Several years ago, when Jennifer Baszile *99 was thinking about writing a memoir of her childhood, her mother advised against it. Picking apart the struggles she faced as an African-American growing up in a predominantly white, affluent community in California “will take you under,” her mother said at the time.
The warning didn’t stop her. But her mother was right that the process of mining her childhood — which was marked by the sting of prejudice and isolation — would not be easy.
Baszile, 39, says she wrote The Black Girl Next Door, published this month by Touchstone, to express what it meant to live in the generation raised after lunch counters were desegregated. As an assistant professor of history and African-American studies at Yale, she couldn’t teach her students effectively about the “sinews and tendons” of the history of race in America without coming to terms with her personal history of integration, she says. At first she looked for memoirs by blacks of her generation. But she came up empty-handed. No one was talking about “this pivotal moment in American life when black and white kids had to actually grow up together” — in classrooms, neighborhoods, around dinner tables, and on playing fields — “when integration was made real,” says Baszile, who earned her Ph.D. in American history at Princeton and became the first black female professor to join Yale’s history department.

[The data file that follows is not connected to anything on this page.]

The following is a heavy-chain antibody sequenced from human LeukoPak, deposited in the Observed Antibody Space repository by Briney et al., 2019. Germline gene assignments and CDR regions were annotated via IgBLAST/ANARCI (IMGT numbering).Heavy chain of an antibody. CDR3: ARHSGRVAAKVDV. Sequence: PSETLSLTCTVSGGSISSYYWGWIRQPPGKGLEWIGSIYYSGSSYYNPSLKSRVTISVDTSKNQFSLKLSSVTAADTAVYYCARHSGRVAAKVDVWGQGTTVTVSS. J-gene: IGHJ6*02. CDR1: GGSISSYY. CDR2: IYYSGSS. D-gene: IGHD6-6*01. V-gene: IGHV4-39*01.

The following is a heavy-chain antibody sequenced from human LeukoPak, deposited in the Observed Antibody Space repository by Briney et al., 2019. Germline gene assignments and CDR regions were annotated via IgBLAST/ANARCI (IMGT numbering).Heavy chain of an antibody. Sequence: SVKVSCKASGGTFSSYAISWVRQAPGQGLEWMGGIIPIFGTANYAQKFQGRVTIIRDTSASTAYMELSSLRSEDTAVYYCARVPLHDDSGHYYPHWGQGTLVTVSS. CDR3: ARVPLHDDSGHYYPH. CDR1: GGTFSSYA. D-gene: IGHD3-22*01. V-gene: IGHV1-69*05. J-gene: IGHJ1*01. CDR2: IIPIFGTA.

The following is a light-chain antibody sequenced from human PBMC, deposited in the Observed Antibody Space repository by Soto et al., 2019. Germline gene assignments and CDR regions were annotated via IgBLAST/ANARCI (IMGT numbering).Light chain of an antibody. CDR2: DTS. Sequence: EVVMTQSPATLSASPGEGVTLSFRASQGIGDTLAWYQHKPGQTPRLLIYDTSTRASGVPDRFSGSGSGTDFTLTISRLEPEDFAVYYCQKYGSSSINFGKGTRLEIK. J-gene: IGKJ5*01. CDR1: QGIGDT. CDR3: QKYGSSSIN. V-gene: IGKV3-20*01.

In The Black Girl Next Door, Baszile recounts defining moments in her childhood. Soon after her parents had moved the family from a predominantly black neighborhood in Carson, Calif., to Palos Verdes, Calif., teenagers spray-painted profanities on the sidewalk in front of their new house. In second grade, three white boys attacked her on the school playground, while other kids gathered around to watch the fight. And in fourth grade, her teacher stammered through a lesson on slavery: “I guessed that she had never taught the subject of slavery in the presence of a black student,” wrote Baszile. “That day I had felt my classmates’ eyes on me. ... It felt like they were trying to find the slave in me.”
Through these stories, Baszile touches on the exhaustion that comes from striving for the American dream and the toll that her parents’ drive for “upward mobility” took on the family.
She tells her story — which ends with her high school graduation and her eagerness to head east for Columbia University — “warts and all.” She delves into her complicated relationship with her father, a successful business owner, who was strict and demanding, climaxing in a painful chapter about an incident in which he bullies her and she fights back. “I don’t think he realized that my California girlhood had instilled as much rage in me as his Louisiana boyhood had instilled in him,” she writes.
As a child, she tried to make sense of her parents’ reluctance to speak about their own pasts and visit their families. Her father, for example, grew up in the segregated South and it was only two years ago that he told her about indignities — including violence — he endured. Her father never told her those stories as a child, she says she realizes now, because a parent can’t tell his children about his mistreatment and then expect them to go off to school and make friends with white kids.The Black Girl Next Door